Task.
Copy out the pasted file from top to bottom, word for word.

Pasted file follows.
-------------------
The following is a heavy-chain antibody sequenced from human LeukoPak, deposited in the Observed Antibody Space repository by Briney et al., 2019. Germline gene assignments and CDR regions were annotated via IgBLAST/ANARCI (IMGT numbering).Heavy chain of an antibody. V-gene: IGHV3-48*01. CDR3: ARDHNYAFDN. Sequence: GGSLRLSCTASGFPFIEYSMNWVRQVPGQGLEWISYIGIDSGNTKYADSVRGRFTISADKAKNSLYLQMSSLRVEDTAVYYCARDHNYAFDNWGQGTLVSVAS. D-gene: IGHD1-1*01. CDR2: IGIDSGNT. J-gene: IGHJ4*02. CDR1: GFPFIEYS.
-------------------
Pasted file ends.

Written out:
The following is a heavy-chain antibody sequenced from human LeukoPak, deposited in the Observed Antibody Space repository by Briney et al., 2019. Germline gene assignments and CDR regions were annotated via IgBLAST/ANARCI (IMGT numbering).Heavy chain of an antibody. V-gene: IGHV3-48*01. CDR3: ARDHNYAFDN. Sequence: GGSLRLSCTASGFPFIEYSMNWVRQVPGQGLEWISYIGIDSGNTKYADSVRGRFTISADKAKNSLYLQMSSLRVEDTAVYYCARDHNYAFDNWGQGTLVSVAS. D-gene: IGHD1-1*01. CDR2: IGIDSGNT. J-gene: IGHJ4*02. CDR1: GFPFIEYS.